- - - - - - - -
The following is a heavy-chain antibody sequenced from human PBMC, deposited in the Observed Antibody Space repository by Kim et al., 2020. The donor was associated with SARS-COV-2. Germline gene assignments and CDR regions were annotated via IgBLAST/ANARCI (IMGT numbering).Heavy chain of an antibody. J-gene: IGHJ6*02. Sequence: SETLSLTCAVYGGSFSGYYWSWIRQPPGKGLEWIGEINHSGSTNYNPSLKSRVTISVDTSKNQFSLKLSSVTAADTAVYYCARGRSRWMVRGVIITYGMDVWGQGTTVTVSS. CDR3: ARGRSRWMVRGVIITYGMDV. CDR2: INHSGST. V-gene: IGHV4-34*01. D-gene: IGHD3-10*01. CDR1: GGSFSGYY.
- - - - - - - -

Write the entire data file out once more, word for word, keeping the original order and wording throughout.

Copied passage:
The following is a heavy-chain antibody sequenced from human PBMC, deposited in the Observed Antibody Space repository by Kim et al., 2020. The donor was associated with SARS-COV-2. Germline gene assignments and CDR regions were annotated via IgBLAST/ANARCI (IMGT numbering).Heavy chain of an antibody. J-gene: IGHJ6*02. Sequence: SETLSLTCAVYGGSFSGYYWSWIRQPPGKGLEWIGEINHSGSTNYNPSLKSRVTISVDTSKNQFSLKLSSVTAADTAVYYCARGRSRWMVRGVIITYGMDVWGQGTTVTVSS. CDR3: ARGRSRWMVRGVIITYGMDV. CDR2: INHSGST. V-gene: IGHV4-34*01. D-gene: IGHD3-10*01. CDR1: GGSFSGYY.